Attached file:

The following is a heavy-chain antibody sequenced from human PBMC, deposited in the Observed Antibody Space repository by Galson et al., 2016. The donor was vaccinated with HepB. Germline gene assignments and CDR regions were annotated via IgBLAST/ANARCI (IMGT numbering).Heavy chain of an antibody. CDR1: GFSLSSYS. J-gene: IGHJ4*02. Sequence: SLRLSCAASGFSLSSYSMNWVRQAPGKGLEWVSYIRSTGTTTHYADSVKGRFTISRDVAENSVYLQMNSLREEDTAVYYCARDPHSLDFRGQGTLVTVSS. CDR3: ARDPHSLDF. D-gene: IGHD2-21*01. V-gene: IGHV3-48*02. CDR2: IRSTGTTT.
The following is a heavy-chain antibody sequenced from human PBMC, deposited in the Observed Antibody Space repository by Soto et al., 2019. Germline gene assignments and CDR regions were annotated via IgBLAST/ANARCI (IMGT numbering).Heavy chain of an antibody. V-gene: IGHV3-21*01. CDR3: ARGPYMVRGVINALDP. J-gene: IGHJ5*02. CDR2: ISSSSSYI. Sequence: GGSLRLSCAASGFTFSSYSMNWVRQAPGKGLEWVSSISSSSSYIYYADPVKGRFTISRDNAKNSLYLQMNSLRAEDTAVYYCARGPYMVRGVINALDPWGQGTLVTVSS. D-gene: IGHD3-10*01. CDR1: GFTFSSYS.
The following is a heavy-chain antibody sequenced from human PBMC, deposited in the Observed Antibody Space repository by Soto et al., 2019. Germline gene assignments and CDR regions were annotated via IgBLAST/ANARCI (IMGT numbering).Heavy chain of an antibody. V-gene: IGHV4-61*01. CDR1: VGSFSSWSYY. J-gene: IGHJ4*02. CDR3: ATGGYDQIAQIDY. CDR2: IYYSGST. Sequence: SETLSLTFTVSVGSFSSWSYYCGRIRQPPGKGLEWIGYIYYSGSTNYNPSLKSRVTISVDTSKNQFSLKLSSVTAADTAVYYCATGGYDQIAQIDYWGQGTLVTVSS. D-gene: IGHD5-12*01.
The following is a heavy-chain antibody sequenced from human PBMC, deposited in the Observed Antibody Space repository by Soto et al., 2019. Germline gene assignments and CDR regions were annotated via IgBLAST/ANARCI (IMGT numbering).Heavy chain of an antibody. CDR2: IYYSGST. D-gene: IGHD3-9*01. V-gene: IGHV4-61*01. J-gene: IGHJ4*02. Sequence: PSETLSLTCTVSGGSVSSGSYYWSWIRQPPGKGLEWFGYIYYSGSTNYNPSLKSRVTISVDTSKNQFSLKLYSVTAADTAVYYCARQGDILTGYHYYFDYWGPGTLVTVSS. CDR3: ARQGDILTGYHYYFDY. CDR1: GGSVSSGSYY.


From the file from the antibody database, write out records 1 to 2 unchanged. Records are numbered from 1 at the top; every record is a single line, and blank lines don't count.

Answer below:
The following is a heavy-chain antibody sequenced from human PBMC, deposited in the Observed Antibody Space repository by Galson et al., 2016. The donor was vaccinated with HepB. Germline gene assignments and CDR regions were annotated via IgBLAST/ANARCI (IMGT numbering).Heavy chain of an antibody. CDR1: GFSLSSYS. J-gene: IGHJ4*02. Sequence: SLRLSCAASGFSLSSYSMNWVRQAPGKGLEWVSYIRSTGTTTHYADSVKGRFTISRDVAENSVYLQMNSLREEDTAVYYCARDPHSLDFRGQGTLVTVSS. CDR3: ARDPHSLDF. D-gene: IGHD2-21*01. V-gene: IGHV3-48*02. CDR2: IRSTGTTT.
The following is a heavy-chain antibody sequenced from human PBMC, deposited in the Observed Antibody Space repository by Soto et al., 2019. Germline gene assignments and CDR regions were annotated via IgBLAST/ANARCI (IMGT numbering).Heavy chain of an antibody. V-gene: IGHV3-21*01. CDR3: ARGPYMVRGVINALDP. J-gene: IGHJ5*02. CDR2: ISSSSSYI. Sequence: GGSLRLSCAASGFTFSSYSMNWVRQAPGKGLEWVSSISSSSSYIYYADPVKGRFTISRDNAKNSLYLQMNSLRAEDTAVYYCARGPYMVRGVINALDPWGQGTLVTVSS. D-gene: IGHD3-10*01. CDR1: GFTFSSYS.